Birdwatching in Prospect Park, courtesy of the Prospect Park Alliance on Flickr
With hundreds of parks and over 500 miles of waterfront, New York City is an excellent place for bird watching. The five boroughs serve as a temporary and permanent home to over 400 species of bird, thanks to both habitat diversity and location on the Atlantic Flyway, the route birds follow during migrations. From Pelham Bay Park in the northeast Bronx down to Great Kills Park on the South Shore of Staten Island, there is no shortage of birding activities in New York. With spring migration underway, we’ve rounded up the best places to find feathered friends throughout the city, most of which are accessible via public transportation. For guided bird watching tours and walks, check out events from NYC Parks, NYC Audubon, and the Linnaean Society of New York.
Full list ahead
Photo by Mike Groll/Office of Governor Andrew M. Cuomo via Flickr.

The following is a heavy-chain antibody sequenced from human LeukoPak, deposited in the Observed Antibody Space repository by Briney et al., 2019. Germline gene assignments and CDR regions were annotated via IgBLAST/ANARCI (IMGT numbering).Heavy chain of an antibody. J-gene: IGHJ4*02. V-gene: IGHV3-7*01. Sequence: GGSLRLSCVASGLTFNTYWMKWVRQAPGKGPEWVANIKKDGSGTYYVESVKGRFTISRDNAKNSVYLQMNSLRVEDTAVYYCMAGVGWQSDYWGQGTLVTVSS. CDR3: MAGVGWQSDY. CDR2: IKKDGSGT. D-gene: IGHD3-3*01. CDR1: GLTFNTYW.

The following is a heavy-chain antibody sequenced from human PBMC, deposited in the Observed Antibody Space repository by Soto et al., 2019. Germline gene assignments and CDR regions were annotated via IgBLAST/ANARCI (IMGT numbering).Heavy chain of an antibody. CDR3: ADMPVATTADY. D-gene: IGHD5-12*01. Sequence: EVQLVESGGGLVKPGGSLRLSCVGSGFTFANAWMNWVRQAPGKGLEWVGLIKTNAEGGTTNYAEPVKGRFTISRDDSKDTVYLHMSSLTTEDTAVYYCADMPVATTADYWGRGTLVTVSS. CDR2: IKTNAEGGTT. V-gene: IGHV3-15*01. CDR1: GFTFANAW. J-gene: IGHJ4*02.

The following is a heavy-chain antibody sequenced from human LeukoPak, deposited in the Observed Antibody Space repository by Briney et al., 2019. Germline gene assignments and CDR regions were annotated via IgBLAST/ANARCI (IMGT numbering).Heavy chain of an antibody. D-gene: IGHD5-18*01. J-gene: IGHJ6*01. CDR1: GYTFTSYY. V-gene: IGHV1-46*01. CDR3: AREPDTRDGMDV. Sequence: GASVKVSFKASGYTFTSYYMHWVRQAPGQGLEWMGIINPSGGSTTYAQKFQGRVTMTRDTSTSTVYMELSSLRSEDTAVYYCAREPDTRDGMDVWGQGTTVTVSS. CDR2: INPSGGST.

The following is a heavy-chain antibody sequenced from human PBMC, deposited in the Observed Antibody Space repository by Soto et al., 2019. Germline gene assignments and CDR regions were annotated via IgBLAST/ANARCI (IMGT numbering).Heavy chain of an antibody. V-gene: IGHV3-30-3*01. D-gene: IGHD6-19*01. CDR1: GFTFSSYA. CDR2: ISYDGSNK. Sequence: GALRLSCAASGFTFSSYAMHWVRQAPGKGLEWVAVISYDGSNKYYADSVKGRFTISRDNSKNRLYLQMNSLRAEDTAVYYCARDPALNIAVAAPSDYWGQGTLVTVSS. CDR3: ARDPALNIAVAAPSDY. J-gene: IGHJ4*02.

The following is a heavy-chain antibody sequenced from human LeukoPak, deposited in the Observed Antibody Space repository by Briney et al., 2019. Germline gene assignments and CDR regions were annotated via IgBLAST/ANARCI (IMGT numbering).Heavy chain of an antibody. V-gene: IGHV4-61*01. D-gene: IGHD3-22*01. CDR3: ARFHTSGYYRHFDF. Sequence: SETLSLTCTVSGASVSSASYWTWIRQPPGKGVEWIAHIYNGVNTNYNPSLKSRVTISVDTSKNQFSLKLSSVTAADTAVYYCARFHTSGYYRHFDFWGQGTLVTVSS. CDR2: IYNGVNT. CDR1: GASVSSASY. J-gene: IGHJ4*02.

Governor Andrew M. Cuomo announced on Tuesday the opening of the first phase of New York’s newest park–and the largest state park in New York City. Brooklyn’s 407-acre Shirley Chisholm State Park on Jamaica Bay offers hiking, biking, fishing and picnicking under the watch of a colorful mural honoring Chisholm by Brooklyn muralist Danielle Mastrion. Under a second $20 million phase currently being designed and expected to be completed in 2021, the park will include a grand entrance on Fountain Avenue, lawn patios, a patio overlooking Hendrix Creek and pop-up environmental education facilities. A native of the borough, Chisholm, a former representative of the 12th Congressional district in New York for seven terms, was the first African American woman elected to Congress in 1968; she ran for President in 1972 as the first African American woman to do so.
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The largest state park in New York City will open next summer in Brooklyn and be named after Shirley Chisholm, the first black woman elected to Congress and a native of the borough. Gov. Andrew Cuomo announced Wednesday that the first phase of the 407-acre park on Jamacia Bay will be completed in 2019. The site, formerly home to two landfills, will be converted into parkland with 10 miles of trails for hiking and biking, kayaking, picnic areas, educational facilities, an amphitheater and more.